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Tension multiplier jar apparatus and method of operation
7066263 Tension multiplier jar apparatus and method of operation
Patent Drawings:Drawing: 7066263-10    Drawing: 7066263-11    Drawing: 7066263-12    Drawing: 7066263-13    Drawing: 7066263-14    Drawing: 7066263-15    Drawing: 7066263-16    Drawing: 7066263-17    Drawing: 7066263-18    Drawing: 7066263-19    
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(23 images)

Inventor: Mouton
Date Issued: June 27, 2006
Application: 10/647,927
Filed: August 26, 2003
Inventors: Mouton; David E. (Mandeville, LA)
Assignee:
Primary Examiner: Bates; Zakiya W.
Assistant Examiner:
Attorney Or Agent: Garvey, Smith, Nehrbass & North, L.L.C.Smith; Gregory C.
U.S. Class: 166/178; 166/301; 175/297
Field Of Search: 166/98; 166/99; 166/178; 166/301; 175/297
International Class: E21B 31/113
U.S Patent Documents: 3724576; 4844183; 4846273; 5232060; 5425430; 5431221; 5503228; 5584353; 5918688; 6290004
Foreign Patent Documents:
Other References:









Abstract: A tension multiplier jar apparatus which multiplies the tension by a multiple factor using a compressible energizing fluid acting on differential areas to provide greater over-pull to jar objects in the well. There is first included an overall assembly which includes a lowermost anvil and metering sub attached on its upper end to a hammer and compression sub which is secured on its upper end to a multiplier sub which is secured on its upper end to a fourth upper spline sub. In additional embodiments there is provided a spring such as Belleville springs or coiled springs to replace the energizing fluid as well as downward firing tool that can be activated without any external attachment to the wellbore. There is further provided a mechanism for cocking and firing the tool in place of the metering system.
Claim: The invention claimed is:

1. A jarring apparatus that multiplies tension to provide greater overpull, the apparatus comprising: a. an outer tube; b. an inner tube moveable within the outertube, attached at a first upper end to the pipe string; c. a third tube between the outer and inner tubes that is engaged to the stuck object; d. a compressible energizing fluid within a space between the inner and third tubes when the inner tube israised to a first up cocked position; and e. a first differential surface area between the inner tube and the third tube and a second differential surface area between the outer tube and inner tube, so that when tension is applied to the inner tube, thetension is multiplied to the outer tube by virtue of the compressible fluid acting on the differential areas, thereby allowing the outer tube to deliver a multiplied jarring force to the stuck object.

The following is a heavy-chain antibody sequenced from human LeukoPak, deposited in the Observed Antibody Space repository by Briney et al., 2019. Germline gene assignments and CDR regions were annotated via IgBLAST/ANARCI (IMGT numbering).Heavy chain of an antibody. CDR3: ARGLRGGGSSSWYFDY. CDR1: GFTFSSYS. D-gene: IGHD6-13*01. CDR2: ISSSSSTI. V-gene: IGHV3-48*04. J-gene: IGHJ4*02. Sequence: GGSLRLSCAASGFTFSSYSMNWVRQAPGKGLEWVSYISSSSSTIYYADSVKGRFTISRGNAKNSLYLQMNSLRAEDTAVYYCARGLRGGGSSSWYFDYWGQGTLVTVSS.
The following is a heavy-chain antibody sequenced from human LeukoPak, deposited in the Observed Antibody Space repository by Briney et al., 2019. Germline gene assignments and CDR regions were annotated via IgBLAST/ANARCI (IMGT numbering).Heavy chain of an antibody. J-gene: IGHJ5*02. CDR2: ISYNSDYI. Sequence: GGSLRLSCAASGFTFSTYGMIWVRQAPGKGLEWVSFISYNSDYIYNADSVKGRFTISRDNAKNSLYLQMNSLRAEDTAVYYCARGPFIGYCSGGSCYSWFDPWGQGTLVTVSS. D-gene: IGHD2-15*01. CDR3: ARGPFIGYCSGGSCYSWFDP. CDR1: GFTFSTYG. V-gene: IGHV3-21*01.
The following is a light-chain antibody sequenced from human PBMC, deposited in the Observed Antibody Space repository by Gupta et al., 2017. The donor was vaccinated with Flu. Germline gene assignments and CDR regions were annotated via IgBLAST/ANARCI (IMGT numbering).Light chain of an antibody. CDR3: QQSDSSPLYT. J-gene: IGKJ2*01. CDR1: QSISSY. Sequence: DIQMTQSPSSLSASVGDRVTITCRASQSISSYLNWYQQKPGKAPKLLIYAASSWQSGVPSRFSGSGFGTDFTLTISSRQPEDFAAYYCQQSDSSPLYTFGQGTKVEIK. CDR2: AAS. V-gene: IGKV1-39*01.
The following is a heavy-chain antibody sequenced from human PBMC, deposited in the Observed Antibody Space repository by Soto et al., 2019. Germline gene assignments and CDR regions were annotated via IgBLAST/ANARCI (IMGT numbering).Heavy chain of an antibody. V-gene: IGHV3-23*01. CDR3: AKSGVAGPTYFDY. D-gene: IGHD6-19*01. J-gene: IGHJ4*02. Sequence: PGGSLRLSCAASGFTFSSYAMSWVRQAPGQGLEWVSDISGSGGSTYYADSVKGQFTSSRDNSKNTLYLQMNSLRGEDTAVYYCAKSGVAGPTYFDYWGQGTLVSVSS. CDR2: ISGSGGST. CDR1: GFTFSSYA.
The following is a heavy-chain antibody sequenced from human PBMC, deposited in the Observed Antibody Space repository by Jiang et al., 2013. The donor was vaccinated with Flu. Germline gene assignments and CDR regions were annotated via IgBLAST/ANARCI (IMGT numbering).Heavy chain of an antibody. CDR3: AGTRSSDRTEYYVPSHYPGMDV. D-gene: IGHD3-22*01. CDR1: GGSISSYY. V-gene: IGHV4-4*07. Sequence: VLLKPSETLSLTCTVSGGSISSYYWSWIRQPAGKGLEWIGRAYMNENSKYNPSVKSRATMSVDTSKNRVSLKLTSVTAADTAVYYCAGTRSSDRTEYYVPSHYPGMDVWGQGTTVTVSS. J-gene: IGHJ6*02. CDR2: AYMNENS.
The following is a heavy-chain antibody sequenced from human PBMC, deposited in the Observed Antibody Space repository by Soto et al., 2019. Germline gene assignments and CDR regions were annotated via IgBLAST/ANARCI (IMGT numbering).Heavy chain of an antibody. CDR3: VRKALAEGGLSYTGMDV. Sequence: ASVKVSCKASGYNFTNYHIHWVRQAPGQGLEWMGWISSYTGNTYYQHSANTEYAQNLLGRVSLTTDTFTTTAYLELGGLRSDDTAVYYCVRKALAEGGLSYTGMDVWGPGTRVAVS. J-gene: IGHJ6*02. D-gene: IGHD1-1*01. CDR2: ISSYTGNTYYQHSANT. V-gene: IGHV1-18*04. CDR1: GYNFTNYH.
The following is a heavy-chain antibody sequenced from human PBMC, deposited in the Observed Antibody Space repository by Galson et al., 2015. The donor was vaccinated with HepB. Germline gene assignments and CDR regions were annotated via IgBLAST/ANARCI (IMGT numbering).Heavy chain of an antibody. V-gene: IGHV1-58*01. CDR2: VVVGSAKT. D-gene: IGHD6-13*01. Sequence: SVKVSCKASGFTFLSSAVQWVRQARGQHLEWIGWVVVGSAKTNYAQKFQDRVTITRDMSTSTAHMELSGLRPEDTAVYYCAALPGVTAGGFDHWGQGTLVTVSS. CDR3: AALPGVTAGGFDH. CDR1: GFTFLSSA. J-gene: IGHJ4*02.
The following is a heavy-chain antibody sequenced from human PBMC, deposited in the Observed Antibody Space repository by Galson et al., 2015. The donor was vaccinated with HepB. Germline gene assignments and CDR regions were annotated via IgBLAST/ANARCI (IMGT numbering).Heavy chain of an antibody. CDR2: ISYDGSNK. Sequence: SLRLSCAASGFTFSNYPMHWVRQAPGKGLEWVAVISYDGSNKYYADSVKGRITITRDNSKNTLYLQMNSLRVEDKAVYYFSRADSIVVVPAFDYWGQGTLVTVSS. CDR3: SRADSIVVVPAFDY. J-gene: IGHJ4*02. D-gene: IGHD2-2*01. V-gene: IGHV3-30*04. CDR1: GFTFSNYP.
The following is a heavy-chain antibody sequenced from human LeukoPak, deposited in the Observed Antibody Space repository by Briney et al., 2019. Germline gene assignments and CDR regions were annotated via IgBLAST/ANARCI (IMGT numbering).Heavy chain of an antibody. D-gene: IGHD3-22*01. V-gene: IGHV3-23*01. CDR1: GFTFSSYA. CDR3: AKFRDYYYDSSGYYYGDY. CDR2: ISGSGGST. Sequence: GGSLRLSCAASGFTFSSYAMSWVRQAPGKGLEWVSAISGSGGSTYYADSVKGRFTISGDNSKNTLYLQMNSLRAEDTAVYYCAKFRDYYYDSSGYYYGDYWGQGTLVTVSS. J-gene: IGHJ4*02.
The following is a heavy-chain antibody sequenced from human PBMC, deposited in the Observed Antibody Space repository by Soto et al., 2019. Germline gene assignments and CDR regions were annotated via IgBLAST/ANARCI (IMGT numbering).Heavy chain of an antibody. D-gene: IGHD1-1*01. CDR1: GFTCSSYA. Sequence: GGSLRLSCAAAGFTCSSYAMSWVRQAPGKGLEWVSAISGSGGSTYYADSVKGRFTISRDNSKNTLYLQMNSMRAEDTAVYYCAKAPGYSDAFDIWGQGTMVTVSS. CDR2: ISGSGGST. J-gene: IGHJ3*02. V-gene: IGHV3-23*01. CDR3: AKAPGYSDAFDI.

2. The apparatus in claim 1, wherein there may be further provided a plurality of hammer and compression subs to increase the jarring force within the tool.

3. The apparatus in claim 2, wherein the compressible fluid further comprises nitrogen gas or other suitable compressible inert fluid.

4. The apparatus in claim 2, further comprising means for allowing the outer tube to move upward in a controlled manner further comprises a metering chamber for allow fluid flow therethrough.

5. The apparatus in claim 2, wherein the upward jarring force is created by the expansion of the compressed fluid within the tool to effect the tension multiplier effect.

6. A jarring apparatus that multiplies tension to provide greater overpull, the apparatus comprising: a. an outer tube; b. an inner tube moveable within the outer tube, attached at a first upper end to the pipe string; c. a third tube betweenthe outer and inner tubes that is engaged to the stuck object; d. a compressible energizing fluid, such as nitrogen gas, within a space between the inner and third tubes when the inner tube is raised to a first up cocked position; and e. a firstdifferential surface area between the inner tube and the third tube and a second differential surface area between the outer tube and inner tube, so that when tension is applied to the inner tube, the tension is multiplied to the outer tube by virtue ofthe compressible fluid acting on the differential areas, thereby allowing the outer tube to deliver a multiplied jarring force to the stuck object.

7. The apparatus in claim 6, wherein the apparatus further comprises a first anvil and metering sub, a hammer and compression sub, a multiplier sub and an upper spline sub.